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  • Suicide and Sovereignty in William Wordsworth
  • Andrew Bennett (bio)

The problem of suicide is the problem of sovereignty. Twentieth-century suicide theorists such as Jean Baechler, Jean Améry, Anthony Giddens, and Simon Critchley argue that in taking one's own life the individual "proclaims his autonomy and sovereignty" over that life; that the subject who decides to commit suicide acts in "full sovereignty"; that the act often involves a "grasping toward omnipotence"; and that in killing herself the subject assumes a "fantasy of total affirmation" and "absolute freedom" (Baechler 48; Améry 61; Giddens 113; Critchley, Very Little 80–81; see also Critchley, Notes).1 In fact, however, in this respect, twentieth-century writers draw on centuries-long traditions of commentary on suicide in philosophy, jurisprudence, ethics, and theology even as they challenge and indeed reverse traditional judgements on the act. Thus, for the majority of eighteenth-century writers on suicide—those who argued against the relatively rare "atheist," "infidel," "materialist," or "free-thinker" who was bold enough to explore and promulgate the thinking of luminaries such as Voltaire and David Hume—suicide contravenes fundamental dictates of religion, nation, and nature. As the historian Jeffrey Merrick puts it, for eighteenth-century writers the suicide "undermines the basis of all laws" because he or she avoids the possibility of punishment (5: ix).2 In discussions of the theology, law, psychology, and ethics of suicide in pamphlets, sermons, letters, and even book-length studies, appeals are regularly made to an assumed natural law of self-preservation, and, as an anonymous writer in the Annual Register for 1764 comments, once the legal prohibition on suicide is contravened, "the foundation of other laws is shaken" (qtd. in Merrick 6: 223). If life and death are the "unalienable prerogative of the universal Sovereign," as the Presbyterian minister Caleb Fleming contends in 1773, then the illegitimate adoption of that prerogative by a human subject is an act of "high-treason"; in this sense, it is an act that offends "not only against the sovereignty of the universal Lord, but against the laws of human society" (qtd. in Merrick 5: 47). William Davy spells out the standard rationale for such an argument in his 1799 "Sermons Against Suicide, or Self-Murder": [End Page 39]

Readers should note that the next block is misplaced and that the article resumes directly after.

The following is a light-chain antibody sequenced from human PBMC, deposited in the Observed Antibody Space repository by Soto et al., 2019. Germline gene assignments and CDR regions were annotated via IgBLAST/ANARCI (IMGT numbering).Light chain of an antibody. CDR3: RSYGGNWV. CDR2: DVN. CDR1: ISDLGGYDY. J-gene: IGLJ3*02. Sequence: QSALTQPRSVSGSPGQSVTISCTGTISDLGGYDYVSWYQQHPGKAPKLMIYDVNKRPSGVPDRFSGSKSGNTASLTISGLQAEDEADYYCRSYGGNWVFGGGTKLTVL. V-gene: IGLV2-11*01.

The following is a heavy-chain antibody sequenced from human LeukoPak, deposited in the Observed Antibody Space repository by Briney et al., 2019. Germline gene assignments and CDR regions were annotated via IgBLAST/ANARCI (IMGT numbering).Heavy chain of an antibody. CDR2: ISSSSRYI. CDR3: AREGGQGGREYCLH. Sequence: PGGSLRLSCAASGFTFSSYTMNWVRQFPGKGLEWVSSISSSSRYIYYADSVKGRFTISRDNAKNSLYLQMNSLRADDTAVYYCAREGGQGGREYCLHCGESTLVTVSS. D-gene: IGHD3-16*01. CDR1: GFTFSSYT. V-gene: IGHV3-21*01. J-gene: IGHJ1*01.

We have no Right to destroy ourselves:—For, to do this without Blame, a Man must be at perfect Liberty both by the Laws of God and Man, and independent on them both: There must be no Obligation on him, either from the Law of Nature and right Reason, or from the revealed Law of God, or from his lawful Superiors upon Earth.

(qtd. in Merrick 5: 412)

By taking on itself the properly instituted rights of Nature, Reason, the Judicial System, and the Almighty, the act of suicide is conceived of as an affront to all forms of authority.

It is perhaps not surprising, in this context, that William Wordsworth's various poetic engagements with, and interventions in, debates on suicide revolve around the question of sovereignty. Wordsworth's views develop from the early 1790s to the early 1800s, beginning with a sense of suicide as a kind of instinct and a permanent human temptation, before moving to a more nuanced—and more troubled—consideration of the social, economic, and political conditions from which the impulse arises. In each case, the question of sovereignty is an essential but often disputed element in the text's poetic work. Although critics have rarely recognized suicide as a particular focus of concern for Wordsworth, a significant number of his poems refer to the act—even if in tentative, veiled, indirect, or allusive ways in poems that appear to have quite different themes. In this essay, I will examine poems in which Wordsworth addresses the question of the sovereignty of suicide in order both to highlight the extent of his engagement with this fundamental aspect of human behavior and to begin to analyze its implications and consequences. I will suggest that, in his representations of suicide and suicidal individuals, Wordsworth's poems work in varied and complex ways to contest the implicit assumption of the sovereignty of suicide embedded within absolutist religioethical and juridical proscriptions...


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